"Any large structure installed in Nantucket Sound will have inevitable harmful effects on birds and sea creatures, will lessen the beauty of the Sound as a national marine treasure and thereby will diminish quality of life," reads the complaint. Both the law firms, hired by the Alliance for the Protection of Nantucket Sound, are large, well-known and prestigious. Their 14 page filing claims the data gathering mast "is the first step of an industrial energy facility."
If the suit were to prevail -- something most observers deem highly unlikely -- then the proposal to build the complete wind farm would likely find itself dead in the water, since if the Corps lacks authority to permit a temporary structure it would also, most likely, lack authority to permit a larger and permanent facility.
The government has 60 days to file a response to the suit. In the past, USACE officials have said that such a suit would be specious, since they have historically permitted many such temporary structures and their authority to do so has generally been upheld by the federal courts (Windpower Monthly, September 2002). Within the past few years, a similar temporary device was placed in the area by the Cape-based Woods Hole Oceanographic Institution, an internationally known scientific and environmental research group, without any objection from local people, officials say. Corps officials, as federal government employees, are not permitted to discuss specific legal cases; which are immediately referred to the US Department of Justice.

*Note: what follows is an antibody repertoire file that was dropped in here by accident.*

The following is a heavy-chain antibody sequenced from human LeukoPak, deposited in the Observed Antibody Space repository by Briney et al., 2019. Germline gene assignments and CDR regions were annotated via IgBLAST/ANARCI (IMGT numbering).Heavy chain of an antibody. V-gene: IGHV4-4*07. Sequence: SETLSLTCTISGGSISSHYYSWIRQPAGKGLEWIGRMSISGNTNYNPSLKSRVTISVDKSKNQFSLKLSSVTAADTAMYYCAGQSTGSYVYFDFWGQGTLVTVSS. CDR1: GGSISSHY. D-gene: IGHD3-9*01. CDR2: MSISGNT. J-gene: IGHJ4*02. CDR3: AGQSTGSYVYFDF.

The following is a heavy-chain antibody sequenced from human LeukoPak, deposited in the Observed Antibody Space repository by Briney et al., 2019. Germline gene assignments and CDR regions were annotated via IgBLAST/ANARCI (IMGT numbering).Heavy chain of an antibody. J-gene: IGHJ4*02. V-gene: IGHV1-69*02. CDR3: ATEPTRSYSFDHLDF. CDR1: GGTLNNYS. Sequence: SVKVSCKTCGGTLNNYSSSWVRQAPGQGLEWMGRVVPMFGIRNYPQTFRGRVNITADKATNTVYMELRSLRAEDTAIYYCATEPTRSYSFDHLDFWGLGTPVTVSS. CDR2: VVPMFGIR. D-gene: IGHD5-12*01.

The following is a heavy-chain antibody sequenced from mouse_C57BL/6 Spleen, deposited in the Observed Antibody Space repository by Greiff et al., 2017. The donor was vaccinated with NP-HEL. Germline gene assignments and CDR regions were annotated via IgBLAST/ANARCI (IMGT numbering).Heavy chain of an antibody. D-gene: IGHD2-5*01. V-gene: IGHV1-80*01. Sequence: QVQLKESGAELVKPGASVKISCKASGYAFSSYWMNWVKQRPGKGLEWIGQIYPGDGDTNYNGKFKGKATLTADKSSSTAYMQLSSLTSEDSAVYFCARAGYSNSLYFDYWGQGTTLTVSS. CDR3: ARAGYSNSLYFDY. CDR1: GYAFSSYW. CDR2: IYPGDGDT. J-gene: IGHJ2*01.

Mast goes ahead
Cape Wind was not named as a defendant in the suit. Nor did the suit ask the judge to issue an order restraining the construction of the data mast. Consequently, the company will move forward with its construction, says Cape Wind's Mark Rogers. "We will be fully deployed and operational sometime in November at the latest. Once we start collecting the data, we'll be getting wave heights and meteorological data," he adds.